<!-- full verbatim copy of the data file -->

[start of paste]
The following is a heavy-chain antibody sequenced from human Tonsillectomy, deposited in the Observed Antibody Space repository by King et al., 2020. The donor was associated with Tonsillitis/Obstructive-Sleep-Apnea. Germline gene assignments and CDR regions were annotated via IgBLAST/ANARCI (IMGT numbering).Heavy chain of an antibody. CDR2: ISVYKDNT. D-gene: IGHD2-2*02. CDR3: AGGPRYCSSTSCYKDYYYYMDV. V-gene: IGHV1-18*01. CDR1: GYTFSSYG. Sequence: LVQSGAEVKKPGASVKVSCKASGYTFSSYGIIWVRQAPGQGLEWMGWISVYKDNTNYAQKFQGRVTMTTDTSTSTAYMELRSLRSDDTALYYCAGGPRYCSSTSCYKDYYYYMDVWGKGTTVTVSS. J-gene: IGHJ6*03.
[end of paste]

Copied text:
The following is a heavy-chain antibody sequenced from human Tonsillectomy, deposited in the Observed Antibody Space repository by King et al., 2020. The donor was associated with Tonsillitis/Obstructive-Sleep-Apnea. Germline gene assignments and CDR regions were annotated via IgBLAST/ANARCI (IMGT numbering).Heavy chain of an antibody. CDR2: ISVYKDNT. D-gene: IGHD2-2*02. CDR3: AGGPRYCSSTSCYKDYYYYMDV. V-gene: IGHV1-18*01. CDR1: GYTFSSYG. Sequence: LVQSGAEVKKPGASVKVSCKASGYTFSSYGIIWVRQAPGQGLEWMGWISVYKDNTNYAQKFQGRVTMTTDTSTSTAYMELRSLRSDDTALYYCAGGPRYCSSTSCYKDYYYYMDVWGKGTTVTVSS. J-gene: IGHJ6*03.